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Abdominal wall thickening in a middle aged man

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Q1: What is the diagnosis?

The biopsy (see p 716) shows marked thickening of the fascia throughout the subcutaneous compartment associated with a chronic inflammatory infiltrate consisting of lymphocytes and plasma cells. Lymphoid follicle formation is also seen. Scattered eosinophils (arrowed) are noted on higher magnification. There is no vasculitis, panniculitis, or fat necrosis. In view of the tissue eosinophilia and initially raised eosinophil count, the diagnosis is eosinophilic fasciitis. A year after his operation the patient is being managed conservatively. There has been spontaneous resolution of his signs (the affected area now measures 6.5 × 2 cm). His eosinophil count returned to normal within three months of his operation and has remained so since this time.

Q2: What is the pathogenesis of this condition?

Eosinophilic fasciitis is considered to be an immunologically mediated disease. A key point in the history is that approximately half of the patients will describe strenuous physical exertion before development of clinical signs and symptoms. It is hypothesised that such exertion might damage muscle, rendering it antigenic and causing an immune response. Such a response is reflected by the dense chronic inflammatory infiltrate, which may include eosinophils in the early stages of the condition, seen within the fascial compartment. These tissue eosinophils are considered to play a central part in the formation of the fascial fibrosis which is the hallmark of this condition.1


Eosinophilic fasciitis presents in the third to fifth decade of life with stiffness, swelling, and non-pitting oedema of the skin. Primary involvement of the fascia causes retraction of the subcutaneous tissue which is most evident between muscle groups (the “groove sign”) and along the course of veins (“sunken veins”). In an extensive review by Moore and Zuckner,2 the upper limbs were involved in 89% of cases, with characteristic sparing of the hands differentiating it from systemic sclerosis. To our knowledge, only one previous case where the findings have been confined to the abdomen, and where the extremities have not also been involved, has been reported in the literature.3

A peripheral blood eosinophilia is seen in over 90% of cases, often with values greater than 1 × 109/l, but there is no clear correlation between clinical activity of disease and the total count. Occasionally, raised erythrocyte sedimentation rate, raised antinuclear antibodies, and hypergammaglobulinaemia are also seen but these are considered of less diagnostic value compared with the findings on an incisional full thickness biopsy involving skin, fat, and fascia in continuity.4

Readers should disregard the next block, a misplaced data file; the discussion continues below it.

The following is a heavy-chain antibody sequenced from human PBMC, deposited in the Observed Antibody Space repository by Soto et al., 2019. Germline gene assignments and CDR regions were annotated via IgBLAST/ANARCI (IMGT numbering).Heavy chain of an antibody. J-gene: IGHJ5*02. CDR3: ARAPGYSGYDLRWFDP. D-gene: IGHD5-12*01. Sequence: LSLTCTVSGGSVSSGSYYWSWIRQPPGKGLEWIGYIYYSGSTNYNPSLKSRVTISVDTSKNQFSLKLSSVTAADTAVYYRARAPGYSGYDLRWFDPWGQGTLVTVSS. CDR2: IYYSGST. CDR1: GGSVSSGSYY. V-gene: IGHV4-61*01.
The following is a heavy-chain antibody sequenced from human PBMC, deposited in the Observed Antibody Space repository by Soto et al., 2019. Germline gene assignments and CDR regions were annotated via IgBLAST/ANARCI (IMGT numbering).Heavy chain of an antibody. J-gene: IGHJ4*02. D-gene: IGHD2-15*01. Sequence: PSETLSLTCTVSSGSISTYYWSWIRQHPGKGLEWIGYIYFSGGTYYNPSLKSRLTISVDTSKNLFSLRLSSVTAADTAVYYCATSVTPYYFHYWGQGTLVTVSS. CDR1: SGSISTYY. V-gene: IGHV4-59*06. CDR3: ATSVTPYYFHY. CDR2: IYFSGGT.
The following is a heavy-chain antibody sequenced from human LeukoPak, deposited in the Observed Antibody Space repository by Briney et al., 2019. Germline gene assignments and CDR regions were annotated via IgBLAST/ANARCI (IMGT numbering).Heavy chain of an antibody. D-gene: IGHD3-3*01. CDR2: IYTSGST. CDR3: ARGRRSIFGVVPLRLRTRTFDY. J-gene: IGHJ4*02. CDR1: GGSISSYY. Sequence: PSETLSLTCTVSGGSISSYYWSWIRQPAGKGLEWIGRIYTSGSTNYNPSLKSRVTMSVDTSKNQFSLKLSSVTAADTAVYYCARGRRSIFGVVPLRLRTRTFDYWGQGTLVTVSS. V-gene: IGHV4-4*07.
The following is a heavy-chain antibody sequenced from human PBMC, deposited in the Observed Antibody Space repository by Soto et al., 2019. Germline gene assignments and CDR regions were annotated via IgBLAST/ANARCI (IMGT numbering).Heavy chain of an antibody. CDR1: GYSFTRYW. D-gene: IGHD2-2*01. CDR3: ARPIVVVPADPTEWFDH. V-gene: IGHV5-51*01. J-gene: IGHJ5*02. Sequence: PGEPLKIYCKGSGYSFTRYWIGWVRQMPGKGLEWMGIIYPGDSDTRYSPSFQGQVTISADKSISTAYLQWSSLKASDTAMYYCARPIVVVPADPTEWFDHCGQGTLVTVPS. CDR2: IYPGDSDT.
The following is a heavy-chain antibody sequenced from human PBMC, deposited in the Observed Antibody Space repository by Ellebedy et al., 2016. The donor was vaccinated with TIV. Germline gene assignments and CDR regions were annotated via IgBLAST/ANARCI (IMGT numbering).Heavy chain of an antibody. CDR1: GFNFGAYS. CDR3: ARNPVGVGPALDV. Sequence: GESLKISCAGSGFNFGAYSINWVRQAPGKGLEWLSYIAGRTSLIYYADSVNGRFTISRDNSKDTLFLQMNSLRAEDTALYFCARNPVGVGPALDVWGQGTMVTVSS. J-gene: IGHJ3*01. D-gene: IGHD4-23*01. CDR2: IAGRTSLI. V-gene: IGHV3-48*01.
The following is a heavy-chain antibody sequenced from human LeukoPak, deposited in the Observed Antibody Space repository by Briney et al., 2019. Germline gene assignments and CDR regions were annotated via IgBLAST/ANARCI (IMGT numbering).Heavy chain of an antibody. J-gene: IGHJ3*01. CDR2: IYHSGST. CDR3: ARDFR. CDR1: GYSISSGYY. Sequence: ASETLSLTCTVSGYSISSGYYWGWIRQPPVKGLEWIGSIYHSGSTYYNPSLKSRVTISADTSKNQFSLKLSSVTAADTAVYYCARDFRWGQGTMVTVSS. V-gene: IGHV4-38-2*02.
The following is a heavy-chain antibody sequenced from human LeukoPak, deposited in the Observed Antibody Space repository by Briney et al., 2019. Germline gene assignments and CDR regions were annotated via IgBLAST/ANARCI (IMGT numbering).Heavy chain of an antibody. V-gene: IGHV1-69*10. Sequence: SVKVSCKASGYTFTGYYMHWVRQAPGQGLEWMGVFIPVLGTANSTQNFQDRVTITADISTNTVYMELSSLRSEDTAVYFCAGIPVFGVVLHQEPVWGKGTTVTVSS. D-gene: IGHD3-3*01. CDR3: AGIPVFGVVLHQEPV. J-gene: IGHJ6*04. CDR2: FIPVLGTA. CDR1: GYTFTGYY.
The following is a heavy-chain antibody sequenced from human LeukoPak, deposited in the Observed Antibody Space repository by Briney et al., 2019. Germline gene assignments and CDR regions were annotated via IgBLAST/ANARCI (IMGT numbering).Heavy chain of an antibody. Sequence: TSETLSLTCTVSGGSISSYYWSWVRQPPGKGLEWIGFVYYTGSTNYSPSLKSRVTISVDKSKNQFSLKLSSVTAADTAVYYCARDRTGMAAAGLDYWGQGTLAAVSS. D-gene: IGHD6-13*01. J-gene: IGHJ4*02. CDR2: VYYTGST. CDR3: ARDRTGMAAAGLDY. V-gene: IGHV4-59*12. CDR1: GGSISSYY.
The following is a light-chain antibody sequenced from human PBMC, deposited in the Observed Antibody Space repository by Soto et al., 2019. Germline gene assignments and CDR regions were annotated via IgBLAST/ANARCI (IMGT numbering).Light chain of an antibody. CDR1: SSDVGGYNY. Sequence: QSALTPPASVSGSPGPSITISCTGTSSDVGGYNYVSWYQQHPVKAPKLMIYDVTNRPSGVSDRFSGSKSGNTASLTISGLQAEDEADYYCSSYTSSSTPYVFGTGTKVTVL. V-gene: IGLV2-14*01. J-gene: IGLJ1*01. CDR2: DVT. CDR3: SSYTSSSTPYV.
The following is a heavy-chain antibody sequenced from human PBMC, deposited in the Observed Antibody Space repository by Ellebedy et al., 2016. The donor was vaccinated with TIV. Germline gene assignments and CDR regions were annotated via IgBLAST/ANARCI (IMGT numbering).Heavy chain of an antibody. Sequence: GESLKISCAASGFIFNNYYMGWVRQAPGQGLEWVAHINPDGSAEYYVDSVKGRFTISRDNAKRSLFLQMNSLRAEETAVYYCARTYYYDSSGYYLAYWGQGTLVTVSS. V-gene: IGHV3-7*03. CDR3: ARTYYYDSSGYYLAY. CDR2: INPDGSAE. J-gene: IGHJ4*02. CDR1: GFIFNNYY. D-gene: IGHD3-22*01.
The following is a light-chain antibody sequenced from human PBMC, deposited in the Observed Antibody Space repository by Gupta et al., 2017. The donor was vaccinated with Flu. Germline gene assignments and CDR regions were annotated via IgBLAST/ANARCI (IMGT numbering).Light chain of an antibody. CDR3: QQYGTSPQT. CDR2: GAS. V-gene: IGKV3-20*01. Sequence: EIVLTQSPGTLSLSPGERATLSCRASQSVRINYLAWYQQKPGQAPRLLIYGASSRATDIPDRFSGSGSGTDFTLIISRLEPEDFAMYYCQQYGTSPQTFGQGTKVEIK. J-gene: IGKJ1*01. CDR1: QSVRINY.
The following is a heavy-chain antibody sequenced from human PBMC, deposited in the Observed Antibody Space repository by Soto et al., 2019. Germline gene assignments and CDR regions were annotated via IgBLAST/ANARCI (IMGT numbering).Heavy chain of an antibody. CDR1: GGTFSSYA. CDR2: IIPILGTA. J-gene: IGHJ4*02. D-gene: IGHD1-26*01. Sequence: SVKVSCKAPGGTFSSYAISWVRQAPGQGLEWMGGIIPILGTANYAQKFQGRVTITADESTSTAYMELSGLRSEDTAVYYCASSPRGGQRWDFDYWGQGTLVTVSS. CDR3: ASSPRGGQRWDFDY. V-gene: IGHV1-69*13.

In view of the fact that eosinophilic fasciitis is considered to be an immunologically mediated disease, the treatment of choice in progressive disease, particularly if there are associated contractures, is prednisolone (40–60 mg daily). Other protocols described in the literature include methotrexate, hydroxychloroquine, cyclosporin, and cimetidine. Evaluation of therapy remains difficult however, as patients often show spontaneous remission over two to five years.5 Follow up of these patients is necessary as haematological malignancies in association with eosinophilic fasciitis have been reported and are associated with a poorer prognosis.

Clinically, our patient presented with a short history of an infiltrative process affecting the connective tissues of the lower abdominal wall. A possible diagnosis was scleroderma, either localised or with visceral involvement. In addition, a neoplastic process, either a primary lesion such as fibrosarcoma or liposarcoma or secondary spread due to invasion by a scirrhous intra-abdominal malignancy necessitated exclusion by exploratory surgery. An image directed needle biopsy could not be performed in view of the negative radiological results. An open surgical procedure was decided upon as it would provide an adequately sized biopsy for intraoperative histological examination. It also gave the surgeon an opportunity to treat any microscopically confirmed tumour at the same time by wide local resection. The final diagnosis of eosinophilic fasciitis is associated with a more favourable prognosis compared with soft tissue tumours and systemic sclerosis. Eosinophilic fasciitis not only responds favourably to systemic therapies, such as corticosteroids, but also may spontaneously resolve, as illustrated by our case.

Final diagnosis

Eosinophilic fasciitis.

Learning points

  • The association of thickening of the skin and a peripheral blood eosinophilia should raise the possibility of eosinophilic fasciitis

  • A deep biopsy down to and including fascia is required to establish the diagnosis

  • Eosinophilic fasciitis can affect sites other than the limbs

  • Long term prognosis of this condition is often favourable


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